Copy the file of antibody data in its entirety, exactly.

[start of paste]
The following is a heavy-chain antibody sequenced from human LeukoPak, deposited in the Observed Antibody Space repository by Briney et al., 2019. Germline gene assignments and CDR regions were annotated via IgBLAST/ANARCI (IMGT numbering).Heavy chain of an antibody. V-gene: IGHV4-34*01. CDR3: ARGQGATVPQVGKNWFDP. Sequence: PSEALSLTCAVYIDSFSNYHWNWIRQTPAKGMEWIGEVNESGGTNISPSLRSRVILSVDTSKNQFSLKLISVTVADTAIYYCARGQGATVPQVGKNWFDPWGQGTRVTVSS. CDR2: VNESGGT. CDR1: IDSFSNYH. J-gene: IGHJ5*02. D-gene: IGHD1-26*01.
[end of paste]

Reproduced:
The following is a heavy-chain antibody sequenced from human LeukoPak, deposited in the Observed Antibody Space repository by Briney et al., 2019. Germline gene assignments and CDR regions were annotated via IgBLAST/ANARCI (IMGT numbering).Heavy chain of an antibody. V-gene: IGHV4-34*01. CDR3: ARGQGATVPQVGKNWFDP. Sequence: PSEALSLTCAVYIDSFSNYHWNWIRQTPAKGMEWIGEVNESGGTNISPSLRSRVILSVDTSKNQFSLKLISVTVADTAIYYCARGQGATVPQVGKNWFDPWGQGTRVTVSS. CDR2: VNESGGT. CDR1: IDSFSNYH. J-gene: IGHJ5*02. D-gene: IGHD1-26*01.